Loyola University Chicago

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Loyola University Chicago

Department of Biology

James M. Calcagno

 

  Professor
Department Anthropology
Coffey Hall 401
1032 W. Sheridan Road
Chicago, Illinois 60660
(773) 508-3472
(773) 508-3295 (fax)
(773) 508-3029 (Fellowship Office; Sullivan Hall 285)
E-mail: jcalcag@luc.edu

RESEARCH INTERESTS

Dr. Calcagno is a biological anthropologist with research and teaching interests in paleoanthropology, dental anthropology, primate behavioral ecology, and evolutionary anthropology. He has conducted research in Denmark, England, Italy, Kenya, South Africa, and Uganda, as well as closer to home in Chicago. He is an advocate of four-field anthropology and holistic, biocultural approaches to the study of humanity.

Dr. Calcagno is also the Director of the Loyola Fellowship Office, focusing on increasing the number and success rate of applications from Loyola students for prestigious national awards, such as those listed at: www.luc.edu/fellowshipoffice

Current Research Activities

Dr. Calcagno's most recent research interests pertain to perhaps the most fundamental question of anthropology: What makes us human? Along those lines, he has co-organized two Wiley- Blackwell symposia at recent meetings of the American Association of Physical Anthropologists (AAPA). In 2009, he collaborated with Dr. Agustin Fuentes, University of Notre Dame, to investigate the integration of evolutionary perspectives and biocultural approaches toward a better understanding of human natures and human cultures. In 2011, he began working with Dr. Ben Campbell, University of Wisconsin-Milwaukee, to examine what biological anthropologists can offer to those outside of anthropology who are also interested in what makes us human.

Selected Publications Reflecting Research Interests and Undergraduate* Co-Authorship

2011 And Thanks for Asking!: Some Answers to What Makes Us Human? from Biological Anthropology. American Journal of Physical Anthropology, 144 (Suppl. 52): 101.

2010 Monogamy and Sexual Diversity in Primates: Can Evolutionary Biology Contribute to Christian Social Ethics? In: God, Science, Sex, Gender: An Interdisciplinary Approach to Christian Ethics. University of Illinois Press, pp. 155-166.

2009 Evolution, culture, and the role of biological anthropology. American Journal of Physical Anthropology, 138 (Suppl. 48): 145.

2003 Keeping Biological Anthropology in Anthropology, and Anthropology in Biology. American Anthropologist, 105(1):6-15. (Guest editor of Special AA Issue)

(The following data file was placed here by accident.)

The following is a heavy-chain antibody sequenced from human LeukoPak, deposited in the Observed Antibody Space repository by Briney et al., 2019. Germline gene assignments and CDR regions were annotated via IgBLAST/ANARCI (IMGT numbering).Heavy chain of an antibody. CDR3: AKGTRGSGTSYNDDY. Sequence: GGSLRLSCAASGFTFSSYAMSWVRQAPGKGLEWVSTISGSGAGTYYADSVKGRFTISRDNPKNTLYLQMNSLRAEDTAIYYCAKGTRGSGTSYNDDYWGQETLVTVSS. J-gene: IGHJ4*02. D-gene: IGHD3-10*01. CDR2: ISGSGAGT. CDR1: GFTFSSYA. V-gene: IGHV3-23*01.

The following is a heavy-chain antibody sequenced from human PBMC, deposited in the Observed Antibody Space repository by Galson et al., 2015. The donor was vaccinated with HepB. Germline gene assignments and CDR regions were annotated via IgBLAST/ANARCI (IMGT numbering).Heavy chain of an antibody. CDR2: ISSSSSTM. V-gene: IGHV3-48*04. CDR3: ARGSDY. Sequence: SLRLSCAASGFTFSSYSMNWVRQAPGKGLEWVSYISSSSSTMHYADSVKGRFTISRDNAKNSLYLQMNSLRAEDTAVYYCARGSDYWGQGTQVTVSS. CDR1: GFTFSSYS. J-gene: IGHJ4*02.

2002 Longitudinal study of delayed reproductive success in a pair of white-cheeked gibbons (Hylobates leucogenys). (Co-authored with K Lukas, RT Barkauskas, SA Maher*, BA Jacobs, JE Bauman, & AJ Henderson) Zoo Biology, 21:413-434.

1999 Social interactions between captive adult male and infant lowland gorillas: Implications regarding kin selection and zoo management. (Co-authored with AE Enciso* & KC Gold) Zoo Biology, 18: 53-62.

1996 Spatial and behavioral use of an outdoor habitat by the white-cheeked gibbon (Hylobates leucogenys). (Co-authored with CS Klein*, KC Gold, & M Gies), 1996 Regional Conference Proceedings of the American Zoo and Aquarium Association, pp. 628-632.

1995 Environmental enrichment effects of bedding material on nonsocial and abnormal behavior of captive gorillas (Gorilla gorilla gorilla). (Co-authored with DL Brown*, KC Gold, & SD Thompson) 1995 Regional Conference Proceedings of the American Zoo and Aquarium Association, pp. 29-35.

1993 Reproductive behavior in captive red ruffed lemurs (Varecia variegata rubra). (Co- authored with AA Sabor*) 1993 Regional Conference Proceedings of the American Association of Zoological Parks and Aquariums, pp. 292-299.

1993 Possible third molar impactions in early hominids. (Co-authored with KR Gibson) American Journal of Physical Anthropology, 91:517-521.

1991 Selective Compromise: Evolutionary Trends and Mechanisms in Hominid Tooth Size. (Co-authored with KR Gibson) IN: Advances in Dental Anthropology, MA Kelley & CS Larsen (eds). New York: Wiley-Liss. Chapter 5, pp. 59-76.

1989 Mechanisms of Human Dental Reduction: A Case Study from PostPleistocene Nubia. Lawrence: University of Kansas Publications in Anthropology, Volume 18.

1988 Human dental reduction: Natural selection or the probable mutation effect? (Co- authored with KR Gibson) American Journal of Physical Anthropology, 77:505-517.

1986 Dental reduction in postPleistocene Nubia. American Journal of Physical Anthropology, 70: 349-363.

1981 On the applicability of sexing human skeletal material by discriminant function analysis. Journal of Human Evolution, 10: 189198.



Loyola

Loyola University Chicago · 1032 W. Sheridan Road, Chicago,IL 60660
Phone: 773.508.3620 · Fax: 773.508.3646 · E-mail: biologydept@luc.edu

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